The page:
A king-sized divide

Upper Cook Inlet Task Force meetings end with suggestions, but very little consensus

After more than nine hours of discussion, the Upper Cook Inlet Task Force generated a proposal at their last meeting on Thursday that will be presented to the Board of Fisheries in March.

 

Despite efforts to come to an agreement, only one item on the list gained a consensus vote among the members, while nearly every other issue addressed ended in a split vote.

Co-chairs and Board of Fisheries members Vince Webster and Tom Kluberton did not vote.

The Thursday meeting was the last one for the task force which began meeting Nov. 16, 2012 come up with a set of adjustments to the Kenai Late-Run Salmon Management Plan.

What the group — a mix of sport fishermen, personal use fishermen, commercial and guided sport fishermen — worked to find was how to equitably share fishing opportunities during times of low king salmon abundance.

While Task Force members Kevin Delaney, Luther Anderson and the three setnetting representatives generated proposals, the group settled on Dwight Kramer’s proposal during second half of the meeting and worked to craft language everyone could agree upon.

Kramer, chairman of the Kenai Area Fishermen’s Association and one of two sportfishing representatives on the task force, generated a one-page proposal which he said was aimed at protecting the resource while still allowing for harvest opportunity.

According to his proposal, several actions will be taken in both the sportfishing and commercial fishing fisheries if the Alaska Department of Fish and Game projects by July 21 that late run king salmon escapement will fall below the sustainable escapement goal of 15,000 fish.

■ Change the sustainable escapement goal to an optimum escapement goal of 13,000 to 30,000 to allow latitude for Fish and Game to assess uncertainties in run timing.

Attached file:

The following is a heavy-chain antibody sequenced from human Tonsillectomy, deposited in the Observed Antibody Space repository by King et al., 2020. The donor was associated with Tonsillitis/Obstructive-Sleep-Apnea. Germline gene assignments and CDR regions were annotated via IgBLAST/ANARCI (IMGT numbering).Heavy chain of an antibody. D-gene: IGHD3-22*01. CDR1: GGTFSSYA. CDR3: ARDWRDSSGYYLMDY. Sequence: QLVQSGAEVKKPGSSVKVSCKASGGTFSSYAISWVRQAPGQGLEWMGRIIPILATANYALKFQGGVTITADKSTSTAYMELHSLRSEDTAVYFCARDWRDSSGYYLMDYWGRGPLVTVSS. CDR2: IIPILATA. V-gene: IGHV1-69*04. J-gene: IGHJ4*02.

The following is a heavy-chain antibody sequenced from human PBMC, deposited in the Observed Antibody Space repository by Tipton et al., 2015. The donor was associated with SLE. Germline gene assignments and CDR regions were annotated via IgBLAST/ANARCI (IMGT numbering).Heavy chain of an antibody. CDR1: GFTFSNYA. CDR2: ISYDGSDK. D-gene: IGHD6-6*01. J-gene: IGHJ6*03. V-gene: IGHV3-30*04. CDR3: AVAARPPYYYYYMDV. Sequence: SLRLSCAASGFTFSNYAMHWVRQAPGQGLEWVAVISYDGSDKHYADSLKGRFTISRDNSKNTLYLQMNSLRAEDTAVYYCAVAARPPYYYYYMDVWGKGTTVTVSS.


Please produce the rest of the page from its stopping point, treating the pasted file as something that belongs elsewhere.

■ Restrict the in-river sport fishery to no bait

■ Change the East Side Setnet Fishery to be managed by EO authority to allow harvest of large pulses of sockeye. The mandatory 36 hour commercial closure window on Fridays would remain in place.

■ Restrict the marine sport fishery north of Bluff Point to no bait.

■ Close the personal use fishery to king salmon harvest.

According to Kramer’s proposal, if Fish and Game projected an optimum escapement goal to fall below 13,000 it would close all fisheries. After Aug. 1 the in-river sport fishery would be closed by regulation and the commercial fishery would revert back to the regular management plan.

Members of the task force did not come to a consensus on changing the SEG to an OEG. Five voted in favor of the change; four against.

As with many of the votes, the four commercial fishing representatives and Kramer voted in favor of the change, while the marine recreation representative, personal use, one sportfishing representative and the guided sportfishing representative voted against the change.

Several changes were made to Kramer’s suggestions on the East Side Setnet Fishery.

According to the final vote the group suggested pairing no bait in the sport fishery with halving all available hours for the East Side Setnetters, depending on which tier of the sockeye salmon management plan they were operating under or: